It’s important to know what problem you are trying to solve before you launch into a strategy to solve it.  Do you have excessive turnover?  Are you having a hard time attracting candidates?  Are you losing your high potential employees at an alarming rate?  Do you need to focus certain groups on different goals

How would you define your market?

Is it defined solely based on a geography you are in?  Do you need to include competitors outside of your geographical regions?  Is it domestic or do you have international competitors as well?  Sometimes, you can get a good clue to identifying this by asking where do your employees come from, and where do they go when they leave?

How competitive do you need to be?   

Some disciplines like Big Data are highly competitive and there may only be a handful of candidates that everyone is competing for.  On the other hand, if your positions are relatively common and there are many candidates available, you may be able to set you target closer to the 50th percentile and be just fine

What and how should you reward?  

What behavior do you want to reinforce and what types of rewards will you give?  The most effective plans focus on a Purpose Statement and/or Guiding Principles.  Your rewards should ultimately drive the culture you are trying to create.  Even monetary rewards come in many different forms.  They could be merit increases, promotions, short term or long term cash incentives.

All of the above questions will help to guide you toward the most effective compensation strategy for your organization and drive employee productivity forward. 

 

Hierarchy versus holacracy

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Before we delve into whether or not holacracy is right for your organization, how many of us know what holacracy is?  Holacracy is a social technology or system of organizational governance in which authority and decision-making are distributed throughout a holarchy of self-organizing teams rather than being vested in a management hierarchy.  In theory, holacracy empowers people to make meaningful decisions and drive change.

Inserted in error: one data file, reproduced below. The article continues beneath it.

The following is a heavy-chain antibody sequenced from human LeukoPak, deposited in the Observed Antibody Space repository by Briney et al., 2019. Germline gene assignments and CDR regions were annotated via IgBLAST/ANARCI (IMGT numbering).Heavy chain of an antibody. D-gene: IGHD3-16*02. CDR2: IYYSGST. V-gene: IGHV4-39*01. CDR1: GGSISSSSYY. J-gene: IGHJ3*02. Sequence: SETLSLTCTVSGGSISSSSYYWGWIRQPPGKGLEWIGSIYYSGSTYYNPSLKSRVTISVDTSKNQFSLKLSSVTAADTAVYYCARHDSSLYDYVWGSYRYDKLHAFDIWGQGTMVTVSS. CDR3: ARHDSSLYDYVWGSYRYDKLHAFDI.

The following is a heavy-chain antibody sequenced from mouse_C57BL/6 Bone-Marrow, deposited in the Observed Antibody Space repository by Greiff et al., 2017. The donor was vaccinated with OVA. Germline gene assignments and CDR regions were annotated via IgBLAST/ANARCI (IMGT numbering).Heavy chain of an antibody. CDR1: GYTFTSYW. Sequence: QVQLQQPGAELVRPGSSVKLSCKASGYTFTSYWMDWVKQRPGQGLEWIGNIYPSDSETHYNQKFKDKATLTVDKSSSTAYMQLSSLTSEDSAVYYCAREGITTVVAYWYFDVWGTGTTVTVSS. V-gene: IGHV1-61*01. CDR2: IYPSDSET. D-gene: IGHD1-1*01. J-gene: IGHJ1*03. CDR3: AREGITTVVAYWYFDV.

Instead of a traditional management structure where questions must go from the bottom to the top and decisions go in reverse, organizations that adopt holacracy empower agile teams of people to make and implement decisions.

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Self-organization models typically share three characteristics:

Teams are the structure

In holacracy, there are “circles” or many companies simply call them “teams.” Whatever they’re called, these basic components are not, individuals, and not units, departments, or divisions but they are the essential organizational building blocks.  Individual roles are defined and assigned in order to accomplish the work. As in more traditional hierarchical organizations, there may be different teams for different projects or functions like finance, tech, sales. But self-managing enterprises have a lot more of them. After Zappos implemented holacracy, 150 departmental units evolved into over 500 circles.

Teams design and govern themselves

Although self-organizing companies try to avoid the traditional hierarchy, the teams are a part of a larger structure, which they are actually able to shape and refine. Holacratic organizations have everyone sign a constitution—a document outlining the rules by which circles are created, changed, and removed. So the circles not only manage themselves; within those guidelines, they also design and govern themselves. The constitution doesn’t dictate exactly how people should do their tasks. It explains in a broad way how circles should be created and operate: how they should assign roles, what boundaries the roles should have, and how the circles should interact with one another. 

Leadership is constantly changing

In self-managed organizations, leadership is distributed among roles, not individual people.  People usually hold multiple roles, on multiple teams. Leadership responsibilities continually change as the work changes and as teams create and define new roles. Technology is essential for keeping all these changes straight. The information is accessible to anyone in the organization and each individual’s commitments are visible to everybody at the company. Supposedly, transparency enables cross-team integration.

Although it is becoming a buzz word, holacracy is not being adopted at a rapid pace. The organizations who have tried to adopt it run into a myriad of issues, including increased turnover and decreased productivity given the endless meetings.  While some look at it with interest, others simply say it does not work.  Next week we will delve into some of the issues that have arisen when organizations have tried to implement holacracy.

 

Putting Words into Action